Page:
Queering reproductive justice: Memories, mistakes, and motivations to transform kinship

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Why does a queer feminist approach to reproductive justice matter? Why might it matter for youth who build their families while navigating the surveillance of a large urban U.S. child welfare system? Why might it matter for queer transracial families like my own and for other “disruptive families”? This autoethnographic account shadows my ethnography with Black adolescent mothers and their children living under surveillance. The works stems from an obligation to shift my gaze to myself, as I follow a long reflexive tradition in feminist anthropology around exploring my vulnerabilities and changing point of view. I argue that queering reproductive justice reveals diverse forms of kinship and care networks to motivate coalition building across families. Queer Black activists and feminists have consistently offered critical insights into how to make the rallying cry of Black Lives Matter more inclusive of Black trans and cis girls and women, as well as for gender-expansive Black people and families. As a multi-city and global coalition erupts and demands the liberation of Black lives, the time is ripe for a queer coalition for reproductive justice.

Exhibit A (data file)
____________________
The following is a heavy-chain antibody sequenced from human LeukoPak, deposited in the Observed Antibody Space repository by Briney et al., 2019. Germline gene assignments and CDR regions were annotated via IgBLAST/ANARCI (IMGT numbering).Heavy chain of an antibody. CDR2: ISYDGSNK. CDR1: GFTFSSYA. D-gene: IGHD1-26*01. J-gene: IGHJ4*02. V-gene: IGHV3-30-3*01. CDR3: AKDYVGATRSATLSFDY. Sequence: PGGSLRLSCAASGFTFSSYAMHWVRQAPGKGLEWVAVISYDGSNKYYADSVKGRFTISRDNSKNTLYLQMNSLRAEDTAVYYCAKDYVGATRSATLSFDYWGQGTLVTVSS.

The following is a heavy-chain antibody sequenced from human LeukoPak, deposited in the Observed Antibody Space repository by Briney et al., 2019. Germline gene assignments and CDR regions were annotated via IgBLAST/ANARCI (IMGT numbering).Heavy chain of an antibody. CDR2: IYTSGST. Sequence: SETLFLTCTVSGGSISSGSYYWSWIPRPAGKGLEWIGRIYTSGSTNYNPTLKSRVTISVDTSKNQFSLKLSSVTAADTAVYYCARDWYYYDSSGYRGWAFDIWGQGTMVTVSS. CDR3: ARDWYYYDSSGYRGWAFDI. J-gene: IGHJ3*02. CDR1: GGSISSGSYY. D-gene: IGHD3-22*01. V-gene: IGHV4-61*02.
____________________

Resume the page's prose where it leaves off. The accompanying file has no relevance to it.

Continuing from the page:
Original languageEnglish (US)
Pages (from-to)217-230
Number of pages14
JournalFeminist Anthropology
Issue number2
StatePublished - Nov 2020

All Science Journal Classification (ASJC) codes

  • Anthropology
  • Gender Studies


  • child welfare
  • kinship
  • queer theory
  • reproductive justice
  • transracial adoption


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